And I suspect that the dollar is due for a pretty meaningful decline. I think a lot of what's happened with this rhetoric around cutting rates is really more about trying to target the dollar, try to cause a depreciation in the dollar, as these trade wars continue. Because as much as you may want to put a tariff on some country, at the end of day, if the currency adjusts by the same amount of the tariff, then net-net, you haven't gone anywhere. Right?
So I think that there's some argument to be made that the dollar is likely to be weak, that maybe why you're staring to see gold rally strongly-- because dollar-denominated assets would benefit from a weaker dollar-- may be why you could start seeing some movement in broader commodities and reflation trades. Again, all this is hypothetical. These are just starting to show sort of the whites of the eyes of some trend changes in those areas.
JAKE MERL: And what would be the catalyst to get those higher?
MICHAEL GAYED: It could very well be just that-- we've seen that sometimes, the most powerful monetary weapon is not interest rates, but its words. It's talk. I am certain that the Fed knows what words at what time to release into the marketplace for algorithms to just jump on it and create a self-fulfilling cycle of some kind of trend. So it wouldn't surprise me if it's just purely discussion that starts the trend lower in the dollar, that then has all these now other knock-on effects. But I will maintain what I said. Bonds still suggest there's some severe risk here, so tread carefully either way.
JAKE MERL: So you mentioned emerging markets. Are you bullish on emerging markets on an absolute basis or just relative to the S&P?
MICHAEL GAYED: Yeah, I mean, look. I mean, absolute and relative get to be the same when your relative is high enough. In other words, if the relative outperforms emerging markets is 2,000 basis points-- it's 20%-- that's a pretty big absolute move, too, most likely, right? I just think that there's so much negativity towards emerging markets. And listen. Emerging markets have been dead money for over a decade. You talk about volatile cash like this, it's been the worst investment from an opportunity set perspective, relative to, obviously, US markets, right? At some point, hopefully that will change, hopefully. Hopefully, in my lifetime, emerging markets start running.
But I think, from a contrarian perspective, you start saying, well, there's so much negativity towards emerging markets. People are assuming that all these trade wars are only going to affect them negatively. Maybe there is a positive outcome, and maybe there's some kind of potential investment to be made there.
JAKE MERL: And how much outperformance do you actually see?
MICHAEL GAYED: Yeah, interesting question. So look. I mean, we've seen historically, when emerging markets run, they run pretty strong. And it depends, obviously, on your time frame. When emerging markets are this compressed, they can converge against large caps fairly quickly. I mean, emerging markets, when we look at them on a weekly basis, can have 10% moves, if you look EEM or VWO or some of the other emerging market ETFs. So if it were to happen, it probably could happen not only very aggressively, but maybe 1,000, 2,000, basis points against the S&P, just a catch-up trade, effectively.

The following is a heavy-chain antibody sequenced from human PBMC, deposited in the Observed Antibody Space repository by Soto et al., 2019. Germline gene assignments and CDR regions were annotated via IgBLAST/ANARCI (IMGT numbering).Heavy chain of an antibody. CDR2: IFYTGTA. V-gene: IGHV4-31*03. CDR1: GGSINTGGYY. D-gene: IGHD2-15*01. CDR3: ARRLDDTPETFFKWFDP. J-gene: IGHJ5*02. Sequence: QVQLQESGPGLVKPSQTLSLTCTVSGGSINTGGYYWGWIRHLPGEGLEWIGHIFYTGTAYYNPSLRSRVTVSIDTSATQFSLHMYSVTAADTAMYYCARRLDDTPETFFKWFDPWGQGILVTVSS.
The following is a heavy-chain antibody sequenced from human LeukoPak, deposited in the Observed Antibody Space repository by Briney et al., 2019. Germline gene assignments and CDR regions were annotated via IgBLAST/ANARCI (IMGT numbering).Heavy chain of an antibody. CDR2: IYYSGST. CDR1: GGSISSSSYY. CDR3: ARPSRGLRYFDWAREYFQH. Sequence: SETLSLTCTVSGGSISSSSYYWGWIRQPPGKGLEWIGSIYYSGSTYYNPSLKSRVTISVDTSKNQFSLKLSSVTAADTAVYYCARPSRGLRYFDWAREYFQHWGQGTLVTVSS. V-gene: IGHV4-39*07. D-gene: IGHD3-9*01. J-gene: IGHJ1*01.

JAKE MERL: So it sounds like you're saying there are two binary outcomes. So you could either have the crash you were suggesting could happen last time, or we get this reflation trade, due to the Fed easing, the Fed dovish pivot. And therefore, you should be short the dollar and you should be long emerging markets. Is that right?
MICHAEL GAYED: Yeah, and I know that sounds like I'm talking from two parts of my mouth. But I don't think the two are unrelated. And I'll use some history for that. Go back to 1999. Greenspan lowered rates, because he was concerned that Y2K was going to cause a crash. So he liquefied the markets. And a lot of historians will argue that that was what ultimately caused the true blow-off and move in the tech bubble before the collapse.
So it could very well be that, given that lumber has been correctly telling you that there's weakness in the economy, we're seeing that. Given that utilities have been telling you there's weakness in the economy, we're seeing that. Given that treasuries have been rallying, telling you weakness in the economy, we're seeing that. The Fed overreacts, causes a tremendous amount of liquidity rush suddenly, to avert the crash that could be coming, because these other areas are telling you to be careful, and then cause a blow-off move. It is very possible that is the scenario, that the central banks create an overreaction to the potential of things really breaking down meaningfully.